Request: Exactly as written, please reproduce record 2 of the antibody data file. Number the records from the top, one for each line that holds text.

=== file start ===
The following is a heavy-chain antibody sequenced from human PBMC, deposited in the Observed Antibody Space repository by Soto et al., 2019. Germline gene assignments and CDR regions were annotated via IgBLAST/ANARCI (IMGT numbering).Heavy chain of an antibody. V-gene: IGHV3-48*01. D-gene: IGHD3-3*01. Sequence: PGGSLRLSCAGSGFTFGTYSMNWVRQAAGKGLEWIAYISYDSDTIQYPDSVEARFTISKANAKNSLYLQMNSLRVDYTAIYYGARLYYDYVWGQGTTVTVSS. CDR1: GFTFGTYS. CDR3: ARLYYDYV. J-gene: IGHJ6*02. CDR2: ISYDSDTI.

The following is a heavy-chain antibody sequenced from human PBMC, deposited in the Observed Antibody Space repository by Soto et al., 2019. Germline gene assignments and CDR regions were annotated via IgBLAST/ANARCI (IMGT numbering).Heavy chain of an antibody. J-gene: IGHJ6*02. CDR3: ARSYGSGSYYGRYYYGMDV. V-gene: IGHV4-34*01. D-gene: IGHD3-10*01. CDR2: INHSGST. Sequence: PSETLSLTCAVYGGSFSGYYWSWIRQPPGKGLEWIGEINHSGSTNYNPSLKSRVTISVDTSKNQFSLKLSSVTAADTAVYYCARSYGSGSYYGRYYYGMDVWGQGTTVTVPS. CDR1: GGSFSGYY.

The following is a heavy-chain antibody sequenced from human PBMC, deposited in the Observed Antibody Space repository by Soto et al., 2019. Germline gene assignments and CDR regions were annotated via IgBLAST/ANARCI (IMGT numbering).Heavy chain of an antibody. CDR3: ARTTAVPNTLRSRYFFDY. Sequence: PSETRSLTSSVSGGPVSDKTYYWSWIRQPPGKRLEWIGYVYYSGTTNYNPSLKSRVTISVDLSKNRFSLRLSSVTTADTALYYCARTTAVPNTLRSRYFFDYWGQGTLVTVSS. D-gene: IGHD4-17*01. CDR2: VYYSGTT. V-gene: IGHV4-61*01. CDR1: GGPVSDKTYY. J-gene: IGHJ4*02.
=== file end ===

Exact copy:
The following is a heavy-chain antibody sequenced from human PBMC, deposited in the Observed Antibody Space repository by Soto et al., 2019. Germline gene assignments and CDR regions were annotated via IgBLAST/ANARCI (IMGT numbering).Heavy chain of an antibody. J-gene: IGHJ6*02. CDR3: ARSYGSGSYYGRYYYGMDV. V-gene: IGHV4-34*01. D-gene: IGHD3-10*01. CDR2: INHSGST. Sequence: PSETLSLTCAVYGGSFSGYYWSWIRQPPGKGLEWIGEINHSGSTNYNPSLKSRVTISVDTSKNQFSLKLSSVTAADTAVYYCARSYGSGSYYGRYYYGMDVWGQGTTVTVPS. CDR1: GGSFSGYY.